Despite promises from state leaders that the first two years of community college education will be free for California students, students returning to Hancock College this fall for their second year will still be faced with a bill.
Funding for the California College Promise, which was established in 2017 after former Gov. Jerry Brown signed Assembly Bill 19, was expanded by Gov. Gavin Newsom's recently adopted state budget. While some districts plan to use their allocation of the roughly $85 million fund to waive two years of fees for first time full-time students, Hancock College President Kevin Walthers said the college will only provide fee waivers for the first year.
"Unfortunately, because of the calculation methodology used by the state, our funding level will not provide sufficient funds for a second year," Walthers wrote in an email.
Hancock College received roughly $256,000 from Gov. Brown's initial $46 million apportionment, according to the California Community Colleges Chancellor's Office, the agency tasked with administering the fund. That amount, according to a report on the state budget presented last week to Hancock's board of trustees, covered "only about half of the cost for one year."
Though Newsom's 2019-20 budget allocated an additional $42 million in state funding for California's 114 community colleges, the portion Hancock will receive has yet to be determined. The college is also not required to use the funding to subsidize fees: AB-19 allows individual districts to use the funding to meet the legislation's various goals, from providing grants for childcare and transportation to increasing staffing for academic and support services.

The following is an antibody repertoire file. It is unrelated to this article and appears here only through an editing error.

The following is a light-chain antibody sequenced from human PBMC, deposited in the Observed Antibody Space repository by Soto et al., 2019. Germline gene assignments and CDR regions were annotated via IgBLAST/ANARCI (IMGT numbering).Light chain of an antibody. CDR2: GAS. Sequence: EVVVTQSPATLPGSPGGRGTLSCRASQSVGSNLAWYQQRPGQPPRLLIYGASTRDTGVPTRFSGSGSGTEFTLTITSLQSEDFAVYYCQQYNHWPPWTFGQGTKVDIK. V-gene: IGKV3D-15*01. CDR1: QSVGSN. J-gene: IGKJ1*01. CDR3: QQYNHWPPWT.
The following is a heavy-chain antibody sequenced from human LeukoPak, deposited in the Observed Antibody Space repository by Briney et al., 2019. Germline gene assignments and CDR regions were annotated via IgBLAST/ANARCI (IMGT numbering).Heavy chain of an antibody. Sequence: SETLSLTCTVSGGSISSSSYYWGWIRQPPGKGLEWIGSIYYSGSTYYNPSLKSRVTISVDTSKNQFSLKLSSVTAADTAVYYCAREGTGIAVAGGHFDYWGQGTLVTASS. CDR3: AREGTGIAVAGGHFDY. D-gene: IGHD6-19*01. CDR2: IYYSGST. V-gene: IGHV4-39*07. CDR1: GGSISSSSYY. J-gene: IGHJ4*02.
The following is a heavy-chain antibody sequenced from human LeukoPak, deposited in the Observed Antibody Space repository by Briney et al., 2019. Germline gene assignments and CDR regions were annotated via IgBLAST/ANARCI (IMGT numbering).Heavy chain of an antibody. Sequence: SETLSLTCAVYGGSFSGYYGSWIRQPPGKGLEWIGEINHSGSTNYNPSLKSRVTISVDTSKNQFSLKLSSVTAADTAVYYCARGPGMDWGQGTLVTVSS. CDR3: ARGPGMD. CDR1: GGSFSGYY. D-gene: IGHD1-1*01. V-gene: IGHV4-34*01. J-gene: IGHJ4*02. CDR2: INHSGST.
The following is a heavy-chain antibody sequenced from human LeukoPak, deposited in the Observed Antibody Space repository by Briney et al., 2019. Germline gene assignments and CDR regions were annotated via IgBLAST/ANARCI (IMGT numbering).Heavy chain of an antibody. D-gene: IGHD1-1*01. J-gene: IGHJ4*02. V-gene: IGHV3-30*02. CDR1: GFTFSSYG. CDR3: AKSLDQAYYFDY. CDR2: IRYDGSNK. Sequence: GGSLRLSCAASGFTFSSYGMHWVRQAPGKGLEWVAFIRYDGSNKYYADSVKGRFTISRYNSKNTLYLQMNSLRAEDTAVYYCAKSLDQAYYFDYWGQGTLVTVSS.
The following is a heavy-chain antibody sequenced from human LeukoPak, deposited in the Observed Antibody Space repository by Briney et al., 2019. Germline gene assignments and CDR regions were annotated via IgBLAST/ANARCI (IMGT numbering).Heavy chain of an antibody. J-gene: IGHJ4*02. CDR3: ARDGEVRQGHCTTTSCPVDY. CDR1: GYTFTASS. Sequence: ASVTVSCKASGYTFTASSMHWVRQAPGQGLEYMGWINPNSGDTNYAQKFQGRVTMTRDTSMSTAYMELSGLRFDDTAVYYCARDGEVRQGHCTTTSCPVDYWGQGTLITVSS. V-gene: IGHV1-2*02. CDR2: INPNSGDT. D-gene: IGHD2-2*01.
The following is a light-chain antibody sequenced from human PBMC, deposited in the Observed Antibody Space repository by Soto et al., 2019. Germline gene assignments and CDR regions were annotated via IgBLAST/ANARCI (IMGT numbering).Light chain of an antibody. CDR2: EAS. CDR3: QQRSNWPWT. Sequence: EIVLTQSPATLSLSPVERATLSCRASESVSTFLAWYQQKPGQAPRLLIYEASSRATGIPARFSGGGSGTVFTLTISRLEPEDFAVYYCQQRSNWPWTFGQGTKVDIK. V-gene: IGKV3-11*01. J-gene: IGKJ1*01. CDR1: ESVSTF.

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Walthers said the college is currently using state funds to support the Hancock Promise program as the college works toward finishing its five-year campaign to build a sustainable endowment. Executive Director for College Advancement Jon Hooten estimates the program needs a $10 million investment to ensure its long-term viability.
"The Hancock Promise is our primary focus because it is locally funded by our community partners," Walthers wrote.
The college is also exploring other opportunities — possibly vouchers for textbooks — to further offset the cost of education for its students. Should the college complete its endowment, or if the state recalculates their allocation to meet their actual costs, Walthers said he foresees the college working on other affordability issues.
"It’s also important to note that the Promise is bringing in many students who would not have come to college because of costs," he added. "Once they get here, they see that they are eligible for additional support through Pell Grants or state programs. So, the Promise of free tuition quickly turns into a program that is more than just the first year free."